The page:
Correlation of Maternal Obesity and Exclusive Breastfeeding

Document Type: Original Article


1 Neonatal Research Center, Faculty of Medicine, Mashhad University of Medical Sciences, Mashhad, Iran

2 Department of Midwifery, School of Nursing and Midwifery, Neyshabur University of Medical Sciences, Neyshabur, Iran


Background: Many factors affect exclusive breastfeeding, include method of delivery, parity, maternal age and education, smoking, ethnicity, pregnancy complications, infant health, and environmental factors such as hospital practices, and social support.
Recently, maternal obesity has been suggested as a risk factor for poor breast-feeding practices whose role has not yet been completely determined. This study was conducted to evaluate the effect of maternal obesity on exclusive breastfeeding.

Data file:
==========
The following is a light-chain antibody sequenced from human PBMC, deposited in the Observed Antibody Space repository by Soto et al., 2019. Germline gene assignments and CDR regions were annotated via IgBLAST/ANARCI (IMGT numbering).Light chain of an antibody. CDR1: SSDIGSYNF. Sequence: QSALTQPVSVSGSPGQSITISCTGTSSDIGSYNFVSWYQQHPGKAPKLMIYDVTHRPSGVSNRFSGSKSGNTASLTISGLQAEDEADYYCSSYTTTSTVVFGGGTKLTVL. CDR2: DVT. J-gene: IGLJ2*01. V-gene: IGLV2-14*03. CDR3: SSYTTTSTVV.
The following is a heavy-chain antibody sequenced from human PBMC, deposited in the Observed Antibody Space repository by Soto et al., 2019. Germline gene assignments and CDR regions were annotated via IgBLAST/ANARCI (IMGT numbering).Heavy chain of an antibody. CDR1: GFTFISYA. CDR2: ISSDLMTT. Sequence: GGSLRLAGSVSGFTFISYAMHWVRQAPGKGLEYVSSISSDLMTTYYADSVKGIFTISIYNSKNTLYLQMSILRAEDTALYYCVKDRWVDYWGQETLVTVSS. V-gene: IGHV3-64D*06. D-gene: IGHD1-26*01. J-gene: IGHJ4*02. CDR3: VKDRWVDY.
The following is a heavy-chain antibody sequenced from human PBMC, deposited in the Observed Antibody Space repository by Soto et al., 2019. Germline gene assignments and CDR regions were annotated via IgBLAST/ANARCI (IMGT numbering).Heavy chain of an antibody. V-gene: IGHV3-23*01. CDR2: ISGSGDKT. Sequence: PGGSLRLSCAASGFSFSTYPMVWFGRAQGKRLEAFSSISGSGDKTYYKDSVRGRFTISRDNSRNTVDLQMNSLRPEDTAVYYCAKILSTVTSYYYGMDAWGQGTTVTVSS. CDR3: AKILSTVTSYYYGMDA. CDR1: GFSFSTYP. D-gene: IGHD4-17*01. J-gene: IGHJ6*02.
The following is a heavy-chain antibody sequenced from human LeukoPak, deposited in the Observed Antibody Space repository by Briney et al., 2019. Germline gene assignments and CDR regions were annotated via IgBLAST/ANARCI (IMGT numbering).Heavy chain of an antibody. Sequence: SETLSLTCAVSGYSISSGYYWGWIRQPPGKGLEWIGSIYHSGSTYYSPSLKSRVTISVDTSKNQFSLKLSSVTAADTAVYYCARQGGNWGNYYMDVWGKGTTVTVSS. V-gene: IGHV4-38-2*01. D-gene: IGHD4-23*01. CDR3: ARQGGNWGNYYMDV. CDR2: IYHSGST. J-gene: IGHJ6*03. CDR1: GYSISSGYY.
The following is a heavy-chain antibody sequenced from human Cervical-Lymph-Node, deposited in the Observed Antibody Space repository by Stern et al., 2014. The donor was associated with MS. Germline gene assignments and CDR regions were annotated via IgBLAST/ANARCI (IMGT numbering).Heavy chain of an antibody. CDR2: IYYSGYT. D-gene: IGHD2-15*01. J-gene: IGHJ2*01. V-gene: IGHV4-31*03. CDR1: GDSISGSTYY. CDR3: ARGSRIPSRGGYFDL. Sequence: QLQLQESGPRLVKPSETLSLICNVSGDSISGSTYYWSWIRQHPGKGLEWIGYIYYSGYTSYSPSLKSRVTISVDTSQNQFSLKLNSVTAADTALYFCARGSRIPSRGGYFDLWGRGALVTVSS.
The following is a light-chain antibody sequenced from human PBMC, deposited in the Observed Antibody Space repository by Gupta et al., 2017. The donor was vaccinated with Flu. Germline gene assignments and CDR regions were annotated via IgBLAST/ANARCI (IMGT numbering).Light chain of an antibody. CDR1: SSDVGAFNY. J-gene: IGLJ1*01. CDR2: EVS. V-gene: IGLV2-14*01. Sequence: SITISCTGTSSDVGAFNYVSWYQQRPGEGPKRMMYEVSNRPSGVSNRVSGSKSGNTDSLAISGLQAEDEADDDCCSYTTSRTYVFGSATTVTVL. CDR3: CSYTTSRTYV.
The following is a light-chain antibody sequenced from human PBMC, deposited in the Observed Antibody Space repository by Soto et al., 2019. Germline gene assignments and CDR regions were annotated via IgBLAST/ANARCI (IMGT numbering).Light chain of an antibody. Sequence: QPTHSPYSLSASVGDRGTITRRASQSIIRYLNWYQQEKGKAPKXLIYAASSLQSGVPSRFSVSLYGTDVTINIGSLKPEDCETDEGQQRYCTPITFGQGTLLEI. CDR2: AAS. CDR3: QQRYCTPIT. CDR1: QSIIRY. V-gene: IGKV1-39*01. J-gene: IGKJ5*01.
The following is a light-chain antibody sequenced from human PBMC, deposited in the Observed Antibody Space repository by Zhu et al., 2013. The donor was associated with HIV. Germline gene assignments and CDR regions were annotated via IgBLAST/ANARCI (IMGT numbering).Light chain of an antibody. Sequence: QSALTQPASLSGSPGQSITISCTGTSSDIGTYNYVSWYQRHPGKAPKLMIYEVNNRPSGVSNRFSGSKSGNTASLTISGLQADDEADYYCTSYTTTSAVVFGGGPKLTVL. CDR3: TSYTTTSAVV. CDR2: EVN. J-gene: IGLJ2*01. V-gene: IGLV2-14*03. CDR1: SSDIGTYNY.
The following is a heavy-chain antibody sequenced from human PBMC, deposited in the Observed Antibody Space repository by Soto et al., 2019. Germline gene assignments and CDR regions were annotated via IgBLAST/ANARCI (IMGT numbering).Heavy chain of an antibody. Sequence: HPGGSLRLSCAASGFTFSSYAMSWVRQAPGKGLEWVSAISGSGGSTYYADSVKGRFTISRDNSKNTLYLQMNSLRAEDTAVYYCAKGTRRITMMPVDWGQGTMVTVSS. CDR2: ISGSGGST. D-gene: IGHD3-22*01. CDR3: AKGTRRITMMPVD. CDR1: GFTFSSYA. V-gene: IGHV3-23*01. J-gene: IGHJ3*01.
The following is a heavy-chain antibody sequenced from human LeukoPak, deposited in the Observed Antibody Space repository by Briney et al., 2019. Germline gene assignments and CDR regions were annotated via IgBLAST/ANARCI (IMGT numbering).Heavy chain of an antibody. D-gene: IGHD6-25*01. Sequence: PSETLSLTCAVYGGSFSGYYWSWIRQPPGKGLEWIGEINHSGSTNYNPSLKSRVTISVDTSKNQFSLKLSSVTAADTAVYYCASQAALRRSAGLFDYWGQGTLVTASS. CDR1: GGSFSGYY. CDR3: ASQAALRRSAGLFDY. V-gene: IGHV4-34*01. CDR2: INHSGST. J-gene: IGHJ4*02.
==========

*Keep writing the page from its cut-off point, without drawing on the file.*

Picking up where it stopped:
Methods: This Cross sectional study was carried out among women receiving prenatal care by midwives at the health center of Neyshabur University of Medical Sciences during 2014-2016. Data regarding maternal and neonatal variables were gathered. To analyze the data, Chi-squared test was run to determine the association between categorical variables.
Results: Planned feeding method, educational level, employment status, and gestational age were the four strongest predictors for poor breast-feeding practices at discharge. Method of delivery, gestational diabetes, and maternal hypertension and maternal obesity were significantly associated with exclusive breastfeeding at discharge (p<0.05).
There was not any significant relationship between neonatal weight and gestational age with exclusive breastfeeding at discharge (p<0.05), but there was a significant association between gestational age and exclusive breastfeeding at discharge (p=0.042).
Conclusion: This study indicated that maternal obesity is an important predictor of exclusive breastfeeding at discharge.


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